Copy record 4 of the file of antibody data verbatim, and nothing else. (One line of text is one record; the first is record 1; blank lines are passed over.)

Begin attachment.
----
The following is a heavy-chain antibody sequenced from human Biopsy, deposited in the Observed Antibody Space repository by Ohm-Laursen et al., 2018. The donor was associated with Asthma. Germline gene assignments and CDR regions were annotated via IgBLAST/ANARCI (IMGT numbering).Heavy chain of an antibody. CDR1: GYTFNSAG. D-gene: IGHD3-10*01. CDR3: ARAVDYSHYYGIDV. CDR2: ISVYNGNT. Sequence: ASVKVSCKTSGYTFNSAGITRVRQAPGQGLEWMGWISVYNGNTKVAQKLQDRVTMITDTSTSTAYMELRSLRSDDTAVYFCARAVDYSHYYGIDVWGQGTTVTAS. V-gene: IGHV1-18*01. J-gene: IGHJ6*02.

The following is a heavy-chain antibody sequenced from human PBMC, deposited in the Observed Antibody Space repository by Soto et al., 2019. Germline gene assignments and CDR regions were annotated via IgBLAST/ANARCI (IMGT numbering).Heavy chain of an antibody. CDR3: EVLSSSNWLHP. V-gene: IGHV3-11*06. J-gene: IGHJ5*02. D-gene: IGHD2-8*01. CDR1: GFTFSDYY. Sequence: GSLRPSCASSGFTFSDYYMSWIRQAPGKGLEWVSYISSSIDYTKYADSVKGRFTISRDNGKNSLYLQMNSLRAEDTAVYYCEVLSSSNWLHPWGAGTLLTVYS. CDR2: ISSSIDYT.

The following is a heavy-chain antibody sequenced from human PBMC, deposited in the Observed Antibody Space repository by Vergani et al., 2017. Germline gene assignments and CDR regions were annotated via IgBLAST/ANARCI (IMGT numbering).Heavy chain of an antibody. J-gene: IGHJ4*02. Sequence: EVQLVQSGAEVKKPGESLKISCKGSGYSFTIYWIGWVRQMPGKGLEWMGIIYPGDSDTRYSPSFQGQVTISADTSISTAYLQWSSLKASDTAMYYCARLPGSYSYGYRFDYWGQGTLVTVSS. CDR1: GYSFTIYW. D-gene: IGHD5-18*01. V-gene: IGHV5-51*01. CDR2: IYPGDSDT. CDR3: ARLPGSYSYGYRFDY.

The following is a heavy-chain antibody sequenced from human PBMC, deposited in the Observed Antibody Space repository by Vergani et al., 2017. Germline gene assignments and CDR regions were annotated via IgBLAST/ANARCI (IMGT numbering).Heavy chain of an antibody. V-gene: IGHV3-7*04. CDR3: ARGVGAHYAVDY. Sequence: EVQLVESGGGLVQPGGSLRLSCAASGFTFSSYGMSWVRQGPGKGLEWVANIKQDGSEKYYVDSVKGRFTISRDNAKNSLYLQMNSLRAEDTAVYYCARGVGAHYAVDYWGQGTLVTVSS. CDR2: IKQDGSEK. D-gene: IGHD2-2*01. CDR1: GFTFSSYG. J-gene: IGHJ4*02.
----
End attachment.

The following is a heavy-chain antibody sequenced from human PBMC, deposited in the Observed Antibody Space repository by Vergani et al., 2017. Germline gene assignments and CDR regions were annotated via IgBLAST/ANARCI (IMGT numbering).Heavy chain of an antibody. V-gene: IGHV3-7*04. CDR3: ARGVGAHYAVDY. Sequence: EVQLVESGGGLVQPGGSLRLSCAASGFTFSSYGMSWVRQGPGKGLEWVANIKQDGSEKYYVDSVKGRFTISRDNAKNSLYLQMNSLRAEDTAVYYCARGVGAHYAVDYWGQGTLVTVSS. CDR2: IKQDGSEK. D-gene: IGHD2-2*01. CDR1: GFTFSSYG. J-gene: IGHJ4*02.